A Conversation for Ask h2g2
Asteroid Lil - Offstage Presence Started conversation Dec 3, 1999
I recently encountered this word in an historical fiction novel placed in the American southwest circa 1875.
Can this be right? I thought the word came into english circulation with the Vietnamese War 1968-1972.
A friend of mine thinks "poontang" may date back to World War II but is sure it was not known to the Victorian era.
What would the slang word have been, for cowboys in 1875?
Oh, and just in case anybody doesn't know what it means ... I understood it to be military slang for sex, specifically for the females who provided it, even more specifically for what they provided it with.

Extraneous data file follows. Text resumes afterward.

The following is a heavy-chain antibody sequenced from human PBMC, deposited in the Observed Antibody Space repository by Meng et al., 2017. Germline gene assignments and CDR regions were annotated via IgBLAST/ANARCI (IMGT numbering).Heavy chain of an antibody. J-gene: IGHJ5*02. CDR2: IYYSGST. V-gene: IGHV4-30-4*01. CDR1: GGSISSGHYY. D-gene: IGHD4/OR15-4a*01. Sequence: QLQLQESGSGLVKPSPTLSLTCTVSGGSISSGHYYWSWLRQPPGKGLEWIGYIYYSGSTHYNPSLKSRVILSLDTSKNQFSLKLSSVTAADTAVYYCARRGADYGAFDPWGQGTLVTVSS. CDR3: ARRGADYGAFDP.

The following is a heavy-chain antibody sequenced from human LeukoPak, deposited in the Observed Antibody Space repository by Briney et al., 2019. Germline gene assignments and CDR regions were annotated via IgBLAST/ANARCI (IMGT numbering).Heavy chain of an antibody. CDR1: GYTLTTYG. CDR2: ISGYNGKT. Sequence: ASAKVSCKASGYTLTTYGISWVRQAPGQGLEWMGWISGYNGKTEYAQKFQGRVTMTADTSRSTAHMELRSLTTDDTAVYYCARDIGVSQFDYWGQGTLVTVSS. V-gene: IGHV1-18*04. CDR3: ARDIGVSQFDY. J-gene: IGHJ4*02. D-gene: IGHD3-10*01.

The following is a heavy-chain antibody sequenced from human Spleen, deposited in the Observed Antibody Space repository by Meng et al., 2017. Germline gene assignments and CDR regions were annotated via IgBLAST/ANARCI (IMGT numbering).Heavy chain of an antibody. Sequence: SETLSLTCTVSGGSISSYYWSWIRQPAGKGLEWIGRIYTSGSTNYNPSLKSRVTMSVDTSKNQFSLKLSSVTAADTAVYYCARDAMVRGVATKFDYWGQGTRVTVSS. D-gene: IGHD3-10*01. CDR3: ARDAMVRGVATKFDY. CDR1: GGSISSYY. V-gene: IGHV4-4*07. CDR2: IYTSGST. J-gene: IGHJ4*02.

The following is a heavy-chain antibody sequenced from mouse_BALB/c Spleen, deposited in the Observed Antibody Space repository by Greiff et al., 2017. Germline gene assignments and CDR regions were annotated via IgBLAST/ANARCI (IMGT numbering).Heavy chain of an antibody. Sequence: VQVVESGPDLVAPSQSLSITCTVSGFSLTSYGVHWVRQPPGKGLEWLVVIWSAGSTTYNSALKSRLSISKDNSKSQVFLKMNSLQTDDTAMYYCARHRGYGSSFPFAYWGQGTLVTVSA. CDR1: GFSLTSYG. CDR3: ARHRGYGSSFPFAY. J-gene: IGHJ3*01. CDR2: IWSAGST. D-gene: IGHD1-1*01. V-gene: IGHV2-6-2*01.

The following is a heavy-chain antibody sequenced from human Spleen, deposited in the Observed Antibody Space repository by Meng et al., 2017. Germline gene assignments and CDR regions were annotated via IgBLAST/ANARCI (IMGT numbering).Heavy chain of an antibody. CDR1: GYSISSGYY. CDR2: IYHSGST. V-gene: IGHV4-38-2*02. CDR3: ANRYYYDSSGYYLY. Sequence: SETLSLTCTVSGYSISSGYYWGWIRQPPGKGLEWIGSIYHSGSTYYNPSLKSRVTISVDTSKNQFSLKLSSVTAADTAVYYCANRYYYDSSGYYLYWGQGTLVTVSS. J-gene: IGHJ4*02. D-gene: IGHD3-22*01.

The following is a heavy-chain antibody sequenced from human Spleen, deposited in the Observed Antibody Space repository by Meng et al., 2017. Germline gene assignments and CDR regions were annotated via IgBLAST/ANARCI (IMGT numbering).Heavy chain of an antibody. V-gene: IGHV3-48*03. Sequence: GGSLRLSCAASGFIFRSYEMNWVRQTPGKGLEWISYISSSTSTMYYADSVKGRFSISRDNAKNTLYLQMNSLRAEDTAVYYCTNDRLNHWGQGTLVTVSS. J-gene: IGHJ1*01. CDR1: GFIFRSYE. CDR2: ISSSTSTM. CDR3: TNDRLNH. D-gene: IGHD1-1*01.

Cheerful Dragon Posted Dec 4, 1999
Actually, the Oxford English Dictionary has it as US slang for sex from the French 'putain' meaning prostitute. So it could have come to the States from Vietnam (at one time a French colony), but there were a lot of French people in New Orleans so it could have come from there at a much earlier date.
Asteroid Lil - Offstage Presence Posted Dec 5, 1999
The French variant sounds good, especially since the French original is itself anatomical.
I think the (female) author of the book has committed a serious anachronism; the area in which the action occurs is the Victorian American southwest, in an area predominated by Hispanics.
Thanks for the pointer.
Hoovooloo Posted Oct 1, 2019
"ORIGIN OF POONTANG
1925–30, Americanism; said to be < Limba (West Atlantic language of Sierra Leone) puntuŋ ‘vagina’, though the late documentation of the English word makes such an origin questionable; French putain ‘prostitute’, often cited as the source, accounts precisely for neither the phonetics nor the sense"
Key: Complain about this post